San Francisco's Extraordinary Media Heritage - 12 Daily Newspapers
San Francisco's transformation into a bedroom community for Silicon Valley's business parks is a huge mistake because tech companies should be exposing their people to the city's rich diversity and its incredible culture, a history steeped in more than 150 years of media innovations.
San Francisco historian Gary Kamiya, writing in the San Francisco Chronicle, tells the story of San Francisco's early newspapers (and the passionate duels using the pen and the gun):
By 1853, 12 dailies were being published in the city. During the 1850s, no fewer than 132 newspapers, including all of the state's six literary journals, saw the light of day in San Francisco.
Historian Hubert Bancroft estimated that during the city's first decade, 1,000 people were working in journalism in San Francisco. Since the city's population in 1860 was 56,800, this meant almost 2 percent of residents were employed by the press — the equivalent of 16,000 today. The city boasted that it published more newspapers than London, and those papers had a per capita circulation greater than New York.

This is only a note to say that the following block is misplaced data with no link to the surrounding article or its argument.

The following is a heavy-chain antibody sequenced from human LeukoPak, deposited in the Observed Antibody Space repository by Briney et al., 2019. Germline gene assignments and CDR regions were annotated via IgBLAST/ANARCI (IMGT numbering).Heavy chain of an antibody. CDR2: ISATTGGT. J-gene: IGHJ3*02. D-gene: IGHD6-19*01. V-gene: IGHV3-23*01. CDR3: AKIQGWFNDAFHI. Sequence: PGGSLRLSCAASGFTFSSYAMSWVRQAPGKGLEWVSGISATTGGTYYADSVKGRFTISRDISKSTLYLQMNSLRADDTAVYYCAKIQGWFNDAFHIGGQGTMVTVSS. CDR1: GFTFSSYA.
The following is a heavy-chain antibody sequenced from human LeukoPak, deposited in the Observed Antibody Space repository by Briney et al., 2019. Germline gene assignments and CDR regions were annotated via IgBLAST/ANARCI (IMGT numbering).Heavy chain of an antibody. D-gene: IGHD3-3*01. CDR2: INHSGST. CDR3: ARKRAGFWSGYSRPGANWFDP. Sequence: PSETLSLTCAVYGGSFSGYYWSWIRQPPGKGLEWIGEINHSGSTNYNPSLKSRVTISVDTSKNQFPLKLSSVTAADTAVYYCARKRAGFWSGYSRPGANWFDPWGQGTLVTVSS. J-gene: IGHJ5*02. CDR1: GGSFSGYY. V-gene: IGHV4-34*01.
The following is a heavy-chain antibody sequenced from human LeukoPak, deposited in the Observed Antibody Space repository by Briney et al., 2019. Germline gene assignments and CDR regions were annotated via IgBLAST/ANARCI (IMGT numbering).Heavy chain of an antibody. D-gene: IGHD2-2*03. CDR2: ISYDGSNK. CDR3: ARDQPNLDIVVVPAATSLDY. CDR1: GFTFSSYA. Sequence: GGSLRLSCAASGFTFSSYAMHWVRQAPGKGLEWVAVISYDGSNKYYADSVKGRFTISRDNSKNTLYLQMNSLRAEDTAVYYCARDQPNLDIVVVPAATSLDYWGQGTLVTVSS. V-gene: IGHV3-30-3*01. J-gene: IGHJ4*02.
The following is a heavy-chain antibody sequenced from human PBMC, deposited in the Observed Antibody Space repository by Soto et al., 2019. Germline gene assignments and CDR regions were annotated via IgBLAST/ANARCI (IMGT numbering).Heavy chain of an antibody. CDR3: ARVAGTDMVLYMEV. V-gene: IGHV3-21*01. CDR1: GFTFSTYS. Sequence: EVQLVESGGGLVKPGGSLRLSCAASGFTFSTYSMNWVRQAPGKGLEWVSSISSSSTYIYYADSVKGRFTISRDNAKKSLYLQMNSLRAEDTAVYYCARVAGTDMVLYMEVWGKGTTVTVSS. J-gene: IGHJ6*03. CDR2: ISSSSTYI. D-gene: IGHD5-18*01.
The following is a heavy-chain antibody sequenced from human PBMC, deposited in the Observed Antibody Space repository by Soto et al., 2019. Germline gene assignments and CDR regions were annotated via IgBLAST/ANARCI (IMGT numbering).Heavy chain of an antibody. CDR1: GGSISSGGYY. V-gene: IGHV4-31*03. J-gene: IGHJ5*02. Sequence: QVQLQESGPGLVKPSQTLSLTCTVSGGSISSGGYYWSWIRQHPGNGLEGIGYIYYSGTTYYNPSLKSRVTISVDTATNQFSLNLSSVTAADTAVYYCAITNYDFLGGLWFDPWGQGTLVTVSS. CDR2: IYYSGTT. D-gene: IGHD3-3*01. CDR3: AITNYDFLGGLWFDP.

These journals served every constituency and covered every type of news. There were Spanish, Italian, Chinese and Jewish newspapers, medical journals, religious and party papers, shipping and mercantile papers, temperance organs and a police gazette.
He writes that newspapers were popular during the Gold Rush because of the large number of college graduates attracted to dreams of prosperity — which is certainly true today, too.
Earlier this year I wrote a three-part essay on San Francisco's impressive history of media innovation from newspapers to radio, movies to the web... Silicon Valley is a Media Valley.